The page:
Institute for Fiscal Studies director, Paul Johnson, recently spoke at the annual Chartered Tax Advisor Address. He pointed out a number of the unnecessary complications and policies that have left the UK tax system more complex and less efficient.
- There is a basic rate of income tax of 20%, a higher rate of 40% and a top rate now of 45%. What is less well known is that the last government introduced a rate of 60% on a band of income starting at £100,000. This government has maintained it and effectively increased its range considerably. There is now a 60% rate of income tax on income between £100,000 and £121,000 (where it drops back to 40%). It’s hard to make much sense of that.
- Several elements of the income tax system no longer adjust with inflation. The point at which the 45p rate becomes payable, and indeed the point at which the 60p rate becomes payable, is fixed in cash terms and has already fallen by more than 12% relative to the Consumer Prices Index since its introduction. More people will gradually be pulled into these higher rates. There is apparently no plan to stop this.
- This government has accelerated a trend overseen by recent governments which has fundamentally altered the nature of our system of income tax, namely a continued increase in the number of higher rate taxpayers. Numbers have risen from less than 2 million in 1990 to nearly 4 million in 2007 and well over 5 million by 2015. The problem is not necessarily so much the fact of the change – there is a case for, and a case against, such a system – but the fact that this fundamental change to our tax system, which appears to have the support of the three main political parties, has never been announced or properly debated.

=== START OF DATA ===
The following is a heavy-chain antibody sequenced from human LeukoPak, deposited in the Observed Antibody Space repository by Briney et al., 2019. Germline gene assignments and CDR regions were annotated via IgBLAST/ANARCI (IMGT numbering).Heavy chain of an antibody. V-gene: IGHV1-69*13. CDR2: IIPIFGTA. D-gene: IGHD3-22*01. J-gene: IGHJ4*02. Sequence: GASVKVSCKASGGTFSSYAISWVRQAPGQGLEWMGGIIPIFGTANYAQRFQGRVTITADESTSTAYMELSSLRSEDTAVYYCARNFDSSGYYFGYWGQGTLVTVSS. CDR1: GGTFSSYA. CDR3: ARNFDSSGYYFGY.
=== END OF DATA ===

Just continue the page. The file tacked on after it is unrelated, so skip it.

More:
- Governments of all stripes have continually cut income tax whilst increasing National Insurance Contributions (NICs) – a tax on earned income. The only reason for this is that income tax seems to be more salient and therefore increases to NIC rates are politically easier.
- The last government and this one raised rates of Stamp Duty Land Tax time and time again. This is one of the worst designed and most damaging of all taxes, yet revenues from it are due to hit £15 billion within just a few years. At the extreme a £1 increase in sale price can now trigger an additional £40,000 tax bill. The tax helps to gum up the entire property market.”
Will any of these comments affect future tax policy? We shall have to wait and see.